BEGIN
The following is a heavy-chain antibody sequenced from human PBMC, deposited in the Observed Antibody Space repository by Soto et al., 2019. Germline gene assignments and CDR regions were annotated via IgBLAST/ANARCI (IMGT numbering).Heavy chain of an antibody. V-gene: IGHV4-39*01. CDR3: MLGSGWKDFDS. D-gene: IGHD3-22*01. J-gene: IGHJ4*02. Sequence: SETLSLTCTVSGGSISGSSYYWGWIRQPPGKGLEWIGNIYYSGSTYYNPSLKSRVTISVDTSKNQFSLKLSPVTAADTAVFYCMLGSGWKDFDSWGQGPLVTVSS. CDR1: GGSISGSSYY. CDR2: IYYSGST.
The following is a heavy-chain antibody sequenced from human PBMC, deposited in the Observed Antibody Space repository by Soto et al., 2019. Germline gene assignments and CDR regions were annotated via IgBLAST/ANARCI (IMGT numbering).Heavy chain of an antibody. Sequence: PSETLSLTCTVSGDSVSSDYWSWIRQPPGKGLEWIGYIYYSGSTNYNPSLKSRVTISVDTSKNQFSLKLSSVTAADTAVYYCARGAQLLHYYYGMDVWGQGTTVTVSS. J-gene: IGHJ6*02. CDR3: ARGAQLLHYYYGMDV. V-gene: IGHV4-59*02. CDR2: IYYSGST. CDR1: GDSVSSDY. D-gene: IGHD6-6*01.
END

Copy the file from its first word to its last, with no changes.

The following is a heavy-chain antibody sequenced from human PBMC, deposited in the Observed Antibody Space repository by Soto et al., 2019. Germline gene assignments and CDR regions were annotated via IgBLAST/ANARCI (IMGT numbering).Heavy chain of an antibody. V-gene: IGHV4-39*01. CDR3: MLGSGWKDFDS. D-gene: IGHD3-22*01. J-gene: IGHJ4*02. Sequence: SETLSLTCTVSGGSISGSSYYWGWIRQPPGKGLEWIGNIYYSGSTYYNPSLKSRVTISVDTSKNQFSLKLSPVTAADTAVFYCMLGSGWKDFDSWGQGPLVTVSS. CDR1: GGSISGSSYY. CDR2: IYYSGST.
The following is a heavy-chain antibody sequenced from human PBMC, deposited in the Observed Antibody Space repository by Soto et al., 2019. Germline gene assignments and CDR regions were annotated via IgBLAST/ANARCI (IMGT numbering).Heavy chain of an antibody. Sequence: PSETLSLTCTVSGDSVSSDYWSWIRQPPGKGLEWIGYIYYSGSTNYNPSLKSRVTISVDTSKNQFSLKLSSVTAADTAVYYCARGAQLLHYYYGMDVWGQGTTVTVSS. J-gene: IGHJ6*02. CDR3: ARGAQLLHYYYGMDV. V-gene: IGHV4-59*02. CDR2: IYYSGST. CDR1: GDSVSSDY. D-gene: IGHD6-6*01.